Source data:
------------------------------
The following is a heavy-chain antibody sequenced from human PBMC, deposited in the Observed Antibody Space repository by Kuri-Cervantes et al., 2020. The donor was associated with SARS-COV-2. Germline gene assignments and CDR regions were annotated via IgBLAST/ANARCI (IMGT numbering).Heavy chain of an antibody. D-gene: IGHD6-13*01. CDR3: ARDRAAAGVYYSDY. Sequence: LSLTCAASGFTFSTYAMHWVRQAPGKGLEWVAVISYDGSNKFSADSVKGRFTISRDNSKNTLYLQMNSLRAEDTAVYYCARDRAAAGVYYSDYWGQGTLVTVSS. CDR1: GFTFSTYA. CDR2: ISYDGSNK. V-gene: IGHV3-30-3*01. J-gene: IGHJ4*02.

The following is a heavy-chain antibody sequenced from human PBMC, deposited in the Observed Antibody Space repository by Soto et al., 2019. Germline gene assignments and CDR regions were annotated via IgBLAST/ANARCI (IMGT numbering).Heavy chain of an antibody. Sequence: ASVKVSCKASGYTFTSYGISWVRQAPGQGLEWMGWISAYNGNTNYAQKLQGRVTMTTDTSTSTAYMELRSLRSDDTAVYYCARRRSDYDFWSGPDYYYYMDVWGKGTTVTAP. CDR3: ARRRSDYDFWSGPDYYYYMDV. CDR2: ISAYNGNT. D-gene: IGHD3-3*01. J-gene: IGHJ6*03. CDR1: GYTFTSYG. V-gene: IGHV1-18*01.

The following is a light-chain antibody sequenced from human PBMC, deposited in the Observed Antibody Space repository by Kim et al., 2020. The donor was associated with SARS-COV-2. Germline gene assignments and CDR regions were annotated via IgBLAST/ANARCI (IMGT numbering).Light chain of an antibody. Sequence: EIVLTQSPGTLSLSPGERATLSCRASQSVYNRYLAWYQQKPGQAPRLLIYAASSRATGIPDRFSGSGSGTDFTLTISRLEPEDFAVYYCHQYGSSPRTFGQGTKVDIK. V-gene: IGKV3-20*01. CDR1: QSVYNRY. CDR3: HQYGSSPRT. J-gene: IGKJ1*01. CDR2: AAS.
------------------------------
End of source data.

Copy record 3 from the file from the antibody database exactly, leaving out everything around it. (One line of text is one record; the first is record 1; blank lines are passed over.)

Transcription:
The following is a light-chain antibody sequenced from human PBMC, deposited in the Observed Antibody Space repository by Kim et al., 2020. The donor was associated with SARS-COV-2. Germline gene assignments and CDR regions were annotated via IgBLAST/ANARCI (IMGT numbering).Light chain of an antibody. Sequence: EIVLTQSPGTLSLSPGERATLSCRASQSVYNRYLAWYQQKPGQAPRLLIYAASSRATGIPDRFSGSGSGTDFTLTISRLEPEDFAVYYCHQYGSSPRTFGQGTKVDIK. V-gene: IGKV3-20*01. CDR1: QSVYNRY. CDR3: HQYGSSPRT. J-gene: IGKJ1*01. CDR2: AAS.